Thursday, March 28, 2019

It’s Time To Stop Talking About ‘Historic Lows’ Of ILLEGAL Immigration

Federal officials say they have released more than 107,000 migrant families and children into the United States since December 21, and that arrests of people illegally present in the country are falling as resources are diverted to the border.
At the end of last year, mainstream media were rife with stories about how President Trump was wrong about the border because, actually, statistics show that illegal immigration levels are at “historic lows.” A headline from a Politico article in November is representative of the genre: “Immigration crisis? The stats tell a different story.”
The story the media thinks the stats tell is that there is no border crisis because the total number of apprehensions along the border peaked in 2000 at about 1.6 million and current illegal immigration levels are about what they were in the 1970s.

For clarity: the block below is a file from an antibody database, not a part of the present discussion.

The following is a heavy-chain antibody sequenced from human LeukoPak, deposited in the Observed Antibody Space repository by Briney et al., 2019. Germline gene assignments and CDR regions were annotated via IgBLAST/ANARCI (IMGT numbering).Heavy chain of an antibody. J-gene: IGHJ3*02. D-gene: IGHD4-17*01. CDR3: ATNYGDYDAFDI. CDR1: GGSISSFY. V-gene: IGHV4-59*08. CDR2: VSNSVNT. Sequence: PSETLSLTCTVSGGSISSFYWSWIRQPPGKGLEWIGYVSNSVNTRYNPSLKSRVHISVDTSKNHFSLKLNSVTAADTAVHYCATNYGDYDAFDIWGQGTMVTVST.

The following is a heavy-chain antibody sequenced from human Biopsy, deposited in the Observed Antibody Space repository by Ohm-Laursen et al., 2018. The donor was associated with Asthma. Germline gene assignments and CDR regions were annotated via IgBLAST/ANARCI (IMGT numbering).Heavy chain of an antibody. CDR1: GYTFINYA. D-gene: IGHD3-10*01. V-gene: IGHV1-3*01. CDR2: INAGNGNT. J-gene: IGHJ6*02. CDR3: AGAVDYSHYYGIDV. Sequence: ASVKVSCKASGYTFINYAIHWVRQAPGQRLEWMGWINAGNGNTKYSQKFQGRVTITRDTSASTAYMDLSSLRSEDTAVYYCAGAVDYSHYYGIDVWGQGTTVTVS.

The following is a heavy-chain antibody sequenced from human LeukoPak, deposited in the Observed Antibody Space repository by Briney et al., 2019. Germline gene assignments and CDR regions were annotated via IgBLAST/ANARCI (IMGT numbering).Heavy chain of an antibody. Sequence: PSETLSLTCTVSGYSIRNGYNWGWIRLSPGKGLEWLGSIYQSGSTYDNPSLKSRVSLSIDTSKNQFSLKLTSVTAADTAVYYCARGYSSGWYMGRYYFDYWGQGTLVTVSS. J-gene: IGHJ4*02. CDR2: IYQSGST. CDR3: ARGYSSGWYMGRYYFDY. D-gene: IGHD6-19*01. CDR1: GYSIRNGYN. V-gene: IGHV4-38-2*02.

But this convoluted talking point is deeply misleading. Border apprehensions are in fact on the rise, on pace to reach their highest levels since 2008. What’s more, the “historic lows” line doesn’t account for the different types of illegal immigration or the very different policies in place to deal with distinctive categories of migrants. Given the reality of what’s happening on the border today, the “historic lows” talking point is almost meaningless.
For example, of those 1.6 million illegal immigrants arrested in 2000, the vast majority were Mexican adults traveling alone, and were quickly deported in accordance with federal law. Historically, most of the illegal immigration along the southern border has consisted of Mexican adults. As recently as 2012, 90 percent of apprehensions along the southern border were single adults. Today, that’s changed. Family units and unaccompanied minors now make up 60 percent of all apprehensions along the southern border.
The change is important because we don’t treat single adults the same way we treat families and minors traveling alone. Instead of detaining or deporting them—as we do with adults—federal immigration officials are releasing families and children into the United States with orders to appear before an immigration judge, a process that can take years.
Read the rest from John Daniel Davidson HERE at The Federalist

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